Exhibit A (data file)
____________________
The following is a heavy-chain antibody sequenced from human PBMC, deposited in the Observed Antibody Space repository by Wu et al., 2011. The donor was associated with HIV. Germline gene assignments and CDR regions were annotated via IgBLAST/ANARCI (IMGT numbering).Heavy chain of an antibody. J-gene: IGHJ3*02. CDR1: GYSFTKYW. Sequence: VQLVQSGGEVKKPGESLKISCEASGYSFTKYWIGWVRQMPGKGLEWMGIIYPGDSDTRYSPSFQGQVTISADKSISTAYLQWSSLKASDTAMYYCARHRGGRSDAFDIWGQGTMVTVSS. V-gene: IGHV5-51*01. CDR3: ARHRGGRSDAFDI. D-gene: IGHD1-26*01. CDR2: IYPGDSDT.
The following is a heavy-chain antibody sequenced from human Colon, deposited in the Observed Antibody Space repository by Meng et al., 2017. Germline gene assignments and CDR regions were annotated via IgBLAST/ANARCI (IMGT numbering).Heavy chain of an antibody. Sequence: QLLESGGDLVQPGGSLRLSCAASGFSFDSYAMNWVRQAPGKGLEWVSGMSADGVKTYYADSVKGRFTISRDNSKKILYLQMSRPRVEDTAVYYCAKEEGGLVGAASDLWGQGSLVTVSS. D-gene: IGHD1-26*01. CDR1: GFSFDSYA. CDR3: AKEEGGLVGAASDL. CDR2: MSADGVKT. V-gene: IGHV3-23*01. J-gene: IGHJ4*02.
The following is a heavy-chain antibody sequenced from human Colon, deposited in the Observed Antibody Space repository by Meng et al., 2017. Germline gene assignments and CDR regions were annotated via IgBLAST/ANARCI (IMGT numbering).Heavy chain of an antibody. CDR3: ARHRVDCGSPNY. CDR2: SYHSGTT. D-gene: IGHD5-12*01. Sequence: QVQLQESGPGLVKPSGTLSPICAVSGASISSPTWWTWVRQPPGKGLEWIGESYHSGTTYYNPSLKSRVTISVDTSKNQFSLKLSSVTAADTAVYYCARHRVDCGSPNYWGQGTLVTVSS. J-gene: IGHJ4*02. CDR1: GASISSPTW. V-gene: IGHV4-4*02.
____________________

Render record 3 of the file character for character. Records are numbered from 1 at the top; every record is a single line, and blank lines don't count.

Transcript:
The following is a heavy-chain antibody sequenced from human Colon, deposited in the Observed Antibody Space repository by Meng et al., 2017. Germline gene assignments and CDR regions were annotated via IgBLAST/ANARCI (IMGT numbering).Heavy chain of an antibody. CDR3: ARHRVDCGSPNY. CDR2: SYHSGTT. D-gene: IGHD5-12*01. Sequence: QVQLQESGPGLVKPSGTLSPICAVSGASISSPTWWTWVRQPPGKGLEWIGESYHSGTTYYNPSLKSRVTISVDTSKNQFSLKLSSVTAADTAVYYCARHRVDCGSPNYWGQGTLVTVSS. J-gene: IGHJ4*02. CDR1: GASISSPTW. V-gene: IGHV4-4*02.